Nonfiction > Henry Craik, ed. > English Prose > Vol. II. Sixteenth Century to the Restoration
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Henry Craik, ed.  English Prose.  1916.
Vol. II. Sixteenth Century to the Restoration
 
The Vanity of Life
By Robert Leighton (1611–1684)
 
From Expository Lecture on Psalm xxxix.

WHAT is this life we cleave so fast to and hear so unpleasantly of parting with, what is it but a continued train and succession of sorrows, a weary tossing and tottering upon the waves of vanity and misery? If there be any that find it otherwise, they would do well to speak it out, for surely they would speak that that was never heard of from any other before. No estate or course of life is exempted from the sad causes of that complaint. Consider yourselves and look about you a little, it may be useful for you, ye that so unnecessarily and vainly look so much at and consider one another: take notice of all.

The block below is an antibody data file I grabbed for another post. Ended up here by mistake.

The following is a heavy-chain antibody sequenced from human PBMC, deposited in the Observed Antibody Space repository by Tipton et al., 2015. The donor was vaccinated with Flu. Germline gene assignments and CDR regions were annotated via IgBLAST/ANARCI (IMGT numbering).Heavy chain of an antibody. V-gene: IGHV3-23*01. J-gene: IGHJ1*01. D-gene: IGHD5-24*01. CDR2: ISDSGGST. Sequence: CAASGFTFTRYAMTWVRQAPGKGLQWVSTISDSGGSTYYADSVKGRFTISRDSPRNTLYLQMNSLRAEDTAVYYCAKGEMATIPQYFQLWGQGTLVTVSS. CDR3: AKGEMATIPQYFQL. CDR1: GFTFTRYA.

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  Those of the poorer and meaner sort, they are troubled with necessities and wants and pursuit of those things they have not, to supply their necessities; and the greater and richer sort, they are troubled with the cares of managing what they have, and sometimes with the loss of it; and the middle sort between the two, they partake in common of the vexations of both, for their life is spent in turmoil and cares of keeping what they have and getting more; besides a world of miseries and evils that are common generally, and equally incident to all sorts of men. And this is one of them that is apparent here to have been David’s case, sickness and pain of body; and it is one of the closest and sharpest of evils, one that sits hard upon a man, and that he is least able, by any strength of mind or by any art or rule, to bear off the sense of it. And you will find this guest as often in palaces as in the meanest cottages; as many groans of sick and diseased persons within silken curtains as in the meanest lodging. And David, that is here our instance, he was a king, and, as is most likely by the circumstances we find, was now well advanced in years and come to the kingdom, and in possession of it; and yet here he was, sick, smitten and sore vexed, and roared for grief of heart, as almost sinking, and forced to cry out, I am consumed by the blow of Thine hand. And for other things incident to the greatest persons, the ruin of their estates and places and of their greatness, we need not go far off to seek foreign and national examples. We know a very great and fresh instance of that kind, that we have before our eyes; so that, after fullest survey and inquiry, this conclusion still remains, and is again to be repeated, no instance can be found to infringe it at all; “Surely every man is altogether vanity.”  2
 
 
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